Publication detail

Labour Market Institutions and their Effect on Labour Market Performance in the New EU Member Countries

Author(s): PhDr. Kamila Fialová ,
doc. Ing. Ondřej Schneider MPhil., Ph.D.,
Type: Articles in refereed journals
Year: 2008
Number: 255
Published in: CESifo
Publishing place: Munich
Keywords: labour market, unemployment, European Union, labour market institutions
JEL codes: J730, J48, J51
Suggested Citation: Fialová, Kamila; Schneider, Ondrej: Labour Market Institutions and their Effect on Labour Market Performance in the New EU Member Countries. CESifo WP 2421, October 2008
Grants: Analysis of the Impact of the Selected Social Policy Instruments on the Czech Labour Market and a Broad International Comparison GACR 402/05/H510 Ekonomická teorie politických trhů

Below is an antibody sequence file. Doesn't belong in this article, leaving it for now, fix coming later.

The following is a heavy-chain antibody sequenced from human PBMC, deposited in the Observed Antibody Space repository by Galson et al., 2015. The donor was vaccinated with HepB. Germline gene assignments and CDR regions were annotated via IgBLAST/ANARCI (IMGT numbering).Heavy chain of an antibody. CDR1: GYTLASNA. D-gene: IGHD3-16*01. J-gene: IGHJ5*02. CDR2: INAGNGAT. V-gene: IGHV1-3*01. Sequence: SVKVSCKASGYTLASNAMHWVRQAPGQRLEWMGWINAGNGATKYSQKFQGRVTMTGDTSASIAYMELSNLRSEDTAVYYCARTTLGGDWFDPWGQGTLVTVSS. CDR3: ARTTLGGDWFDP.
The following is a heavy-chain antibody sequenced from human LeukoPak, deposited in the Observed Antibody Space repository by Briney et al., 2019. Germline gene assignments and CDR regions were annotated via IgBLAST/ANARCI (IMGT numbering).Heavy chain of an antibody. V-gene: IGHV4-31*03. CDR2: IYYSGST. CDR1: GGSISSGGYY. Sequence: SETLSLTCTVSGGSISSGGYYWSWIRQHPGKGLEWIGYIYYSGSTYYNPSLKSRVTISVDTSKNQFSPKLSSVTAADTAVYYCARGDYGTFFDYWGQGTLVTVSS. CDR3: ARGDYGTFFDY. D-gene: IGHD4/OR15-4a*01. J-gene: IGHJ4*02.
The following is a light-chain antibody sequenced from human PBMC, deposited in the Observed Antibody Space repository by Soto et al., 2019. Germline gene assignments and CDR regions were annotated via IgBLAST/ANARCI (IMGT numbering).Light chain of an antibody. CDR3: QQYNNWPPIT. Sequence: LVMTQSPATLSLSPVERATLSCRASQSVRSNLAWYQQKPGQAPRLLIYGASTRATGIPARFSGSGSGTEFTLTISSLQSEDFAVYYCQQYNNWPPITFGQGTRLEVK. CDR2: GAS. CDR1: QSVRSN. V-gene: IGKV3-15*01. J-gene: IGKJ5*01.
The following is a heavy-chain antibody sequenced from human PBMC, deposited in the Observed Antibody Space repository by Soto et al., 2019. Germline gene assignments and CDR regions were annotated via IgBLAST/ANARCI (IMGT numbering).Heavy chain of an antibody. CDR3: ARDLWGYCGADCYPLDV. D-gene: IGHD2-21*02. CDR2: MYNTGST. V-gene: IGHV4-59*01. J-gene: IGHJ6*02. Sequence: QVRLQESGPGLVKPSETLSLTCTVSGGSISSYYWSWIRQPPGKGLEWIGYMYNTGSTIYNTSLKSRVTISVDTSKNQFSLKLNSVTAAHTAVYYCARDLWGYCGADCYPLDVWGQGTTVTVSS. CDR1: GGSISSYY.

Abstract: This article focuses on the role of labour market institutions in explaining different labour market developments in European countries, with a special attention to the new European Union member countries. Labour market in these two parts of the EU witnessed diverging developments in the late 1990’s. While labour markets indicators generally improved in the “old” EU15, they were exposed to severe shocks in Central Europe. At the same time, Central European labour markets’ institutional background was changing and converging to the EU “standards”. This may allow us to analyse effects of various institutional setups and of their changes on major labour market indicators. We aim at complementing several studies from the late 1990’s by using more recent data that allow us to compare institutional setups from the mid 1990’s and early 2000’s both in “old” and “new” EU member states. We estimate effects of labour market institutions on various performance indicators (unemployment, long-term unemployment, employment, activity rate). Our results confirm that high taxes increase unemployment, while active labour market policies tend to reduce it. We also show that stricter employment protection, higher taxes and larger economic burden represented by the minimum wage decrease employment and activity rate. However, statistical tests indicate that there is a difference in the institutional effects between “old” and “new” EU members.
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